Portland JACL members hold up "Nikkei for Black Lives" signs before a car caravan protest

The mission of the Portland Chapter of the Japanese American Citizens League is to celebrate our Japanese American culture and use lessons from our unique American experience to promote and protect human and civil rights for all. 

The Portland JACL was founded in 1928 and joined the national organization in 1929. Our chapter is entirely volunteer and member-run.

In its beginnings, JACL banded with other Nikkei organizations to focus on helping the Nisei register to vote and become politically engaged. JACL lobbied to overturn the Cable Act of 1922 which revoked the citizenship of women who married Asian men who were ineligible for citizenship. The JACL also lobbied for WWI Asian veterans to become citizens.

The JACL became the primary voice for the Japanese American community during WWII. Their support of the government’s efforts to remove all ethnic Japanese from the West Coast during WWII has been contentious and sharply divided the community. The JACL ultimately apologized for their actions, but not until 60 years had passed. It remains a sensitive issue within the Japanese American community.

Following WWII, the JACL led efforts to repeal the California Alien Land law. In 1948, they succeeded in  passing the Evacuation Claims Act which provided some compensation for the losses of property and businesses during WWII.

In 1970, the JACL endorsed a resolution to ask Congress for compensation for every individual who had been incarcerated in American Concentration Camps. Along with numerous other grassroots Nikkei organizations, redress was finally obtained with the passage of the Civil Liberties Act of 1988. This legislation  provided for the issuing of a Presidential apology along with reparations for all persons of Japanese ancestry who were incarcerated during World War II. A fund was established to educate the public about the Japanese American incarceration experience which has helped support and develop our former camp homes into sites of conscience for the public to learn about our history. This was the first time that the federal government ever apologized for its actions against a minority community.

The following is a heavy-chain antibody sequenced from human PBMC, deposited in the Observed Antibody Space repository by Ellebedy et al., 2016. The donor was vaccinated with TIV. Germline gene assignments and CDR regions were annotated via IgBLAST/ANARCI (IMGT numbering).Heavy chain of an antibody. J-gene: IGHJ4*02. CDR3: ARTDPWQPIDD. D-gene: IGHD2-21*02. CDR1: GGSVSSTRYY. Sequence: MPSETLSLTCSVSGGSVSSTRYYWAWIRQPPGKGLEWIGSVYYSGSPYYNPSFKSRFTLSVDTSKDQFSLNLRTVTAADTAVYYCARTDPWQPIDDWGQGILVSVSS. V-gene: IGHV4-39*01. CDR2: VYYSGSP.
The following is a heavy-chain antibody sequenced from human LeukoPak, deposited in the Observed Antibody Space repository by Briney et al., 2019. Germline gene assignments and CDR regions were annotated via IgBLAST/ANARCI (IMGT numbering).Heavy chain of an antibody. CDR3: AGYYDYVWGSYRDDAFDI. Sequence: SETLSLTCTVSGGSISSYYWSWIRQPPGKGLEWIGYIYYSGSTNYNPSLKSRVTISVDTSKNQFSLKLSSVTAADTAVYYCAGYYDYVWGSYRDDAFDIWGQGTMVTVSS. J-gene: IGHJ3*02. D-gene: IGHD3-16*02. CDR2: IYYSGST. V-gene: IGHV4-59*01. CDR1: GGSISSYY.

JACL was the first major organization to support equal marriage rights for all and was also supportive of the Muslim American community in the aftermath of 9/11. The JACL has also brought to public recognition atrocities that have been inflicted on many other ethnic groups in the US including Chinese, Korean, Vietnamese, and other persons of Asian ancestry. We are also reaching out to Black Americans to support their efforts to gain reparations and for the many years after slavery when they were denied equal access and opportunity because of racist government policies.

The JACL has it’s national offices in San Francisco and Washington, DC

It is the oldest Asian American civil rights organization in the nation.

Our Current Board

Jeff Matsumoto

Jeff Matsumoto


Heidi Tolentino

Jillian Toda-Currie

Jillian Toda-Currie


Setsy Larouche

Board Members At-Large
Connie Masuoka

Dr. Connie Masuoka


Erika Jennings

Erika Jennings


Jenny Yamada

Jenny Yamada


Justin Sato photo

Justin Sato


Ken Nitta

Ken Nitta



Marleen Wallingford


Spencer Uemura

Spencer Uemura


Tiffany Koyama Lane


Weston Koyama

Weston Koyama


Advisory Board
Chris Lee

Chris Lee

Rich Iwasaki

Rich Iwasaki

Past Presidents of the Portland Chapter

Incarceration – The Day of Remembrance

The Portland JACL hosts an annual Day of Remembrance event to commemorate the incarceration of over 120,000 people of Japanese Ancestry during World War I; many of them American Citizens.

There is no admission cost to attend; donations are welcomed

Date: Early to Mid February